MILE­STONES Abuse sur­vivor pens book to help oth­ers

The Atlanta Journal-Constitution - - MILESTONES & ADVICE - By H.M. Cauley For the AJC

The story of He­len Ra­maglia’s life has chap­ters that are al­most too painful to hear. But the Al­pharetta res­i­dent has col­lected all the ag­o­niz­ing par­tic­u­lars in a book to keep oth­ers from ex­pe­ri­enc­ing the same trauma that char­ac­ter­ized most of her child­hood.

“By the time I was 5, I had more loss, dev­as­ta­tion and trauma than most peo­ple have in their lives,” said the South Carolina na­tive, now 50.

“I was born into a vi­o­lently abu­sive fam­ily, and by the time I was 9, I was next door to a men­tal break­down,” she said. “My mother and fa­ther had a very vi­o­lent re­la­tion­ship, and at one point I was locked up in ju­ve­nile de­ten­tion to keep my fa­ther from killing me.”

Much of Ra­maglia’s youth was spent in fos­ter care, where she was largely ig­nored by the sys­tem. At 17, she aged out of the pro­gram and was at a des­per­ate cross­roads.

“At 17, I sat with a hand­ful of sleep­ing pills, a pro­posal of mar­riage or home­less­ness in front of me,” she re­called. “I got mar­ried and fought my way for years through pur­ga­tory.”

At 35, with two chil­dren, Ra­maglia found the in­spi­ra­tion to over­come her past. Through prayer, faith and a solid sup­port net­work, she turned her life around. One of the pri­mary ob­jec­tives of her new di­rec­tion was to help other chil­dren caught in the mi­asma of the fos­ter care sys­tem.

“I made God a prom­ise that I’d write a book,” she said. “I have a mes­sage that needs to get out.”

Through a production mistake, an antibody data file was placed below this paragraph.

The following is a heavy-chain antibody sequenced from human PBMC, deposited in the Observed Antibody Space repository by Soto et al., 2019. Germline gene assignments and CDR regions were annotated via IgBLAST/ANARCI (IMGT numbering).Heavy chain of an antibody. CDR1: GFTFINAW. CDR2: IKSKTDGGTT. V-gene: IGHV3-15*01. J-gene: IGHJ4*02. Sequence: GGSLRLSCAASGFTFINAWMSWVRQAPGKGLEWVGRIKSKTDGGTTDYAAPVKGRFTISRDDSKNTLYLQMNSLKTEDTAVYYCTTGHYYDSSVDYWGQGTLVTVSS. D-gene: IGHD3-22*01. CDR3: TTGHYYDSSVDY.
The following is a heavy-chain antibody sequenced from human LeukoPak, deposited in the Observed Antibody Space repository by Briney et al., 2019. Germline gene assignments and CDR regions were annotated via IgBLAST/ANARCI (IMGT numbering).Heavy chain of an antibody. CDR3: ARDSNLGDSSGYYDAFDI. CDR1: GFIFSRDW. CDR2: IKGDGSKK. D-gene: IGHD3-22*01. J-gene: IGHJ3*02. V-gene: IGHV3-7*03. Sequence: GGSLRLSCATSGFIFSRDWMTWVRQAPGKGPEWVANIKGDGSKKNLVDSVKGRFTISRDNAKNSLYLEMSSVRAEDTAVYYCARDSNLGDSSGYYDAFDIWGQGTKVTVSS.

A few weeks ago, Ra­maglia ful­filled that prom­ise with the pub­li­ca­tion of “From Fos­ter to Fab­u­lous: One Lit­tle Girl’s Jour­ney through Abuse, Fos­ter Care, Ag­ing Out and Life Be­yond.” The book doesn’t just re­count her per­sonal jour­ney; it also takes read­ers through her fight to be­come a fos­ter par­ent her­self.

Four years ago, she and her hus­band, John, adopted two toddlers, one of whom is a spe­cial-needs child, and she left a ca­reer in bank­ing to raise them.

She also cre­ated a men­tor­ing pro­gram through Kids3, a non­profit that works with ne­glected and abused chil­dren, and she spends as many as 60 hours a week speak­ing to civic and lo­cal or­ga­ni­za­tions about the need for more fos­ter re­sources in the north metro area.

“There are not many re­sources in the north At­lanta area. We need far more,” she said. “Peo­ple don’t re­al­ize how big a cri­sis there is for these chil­dren, and how we need more places that of­fer re­sources for them.”

A few weeks ago, Ra­maglia’s com­mit­ment to fos­ter chil­dren was spot­lighted in Wash­ing­ton by the Con­gres­sional Coali­tion on Adoption In­sti­tute.

“Go­ing to D.C. was the most ex­hil­a­rat­ing ex­pe­ri­ence I ever had,” she said. “I’d love to be there to fight for the rights of chil­dren. My dream is for ev­ery­one in Congress to read my book and then have a Q&A ses­sion. I think then they will truly un­der­stand what these chil­dren need.”

Copies of Ra­maglia’s book can be or­dered on her web­site, www.from fos­terto­fab­u­


He­len Ra­maglia was nom­i­nated by Rep. Tom Price, R. Ga., and hon­ored by the Con­gres­sional Coali­tion on Adop­tion In­sti­tute for her work with fos­ter chil­dren.

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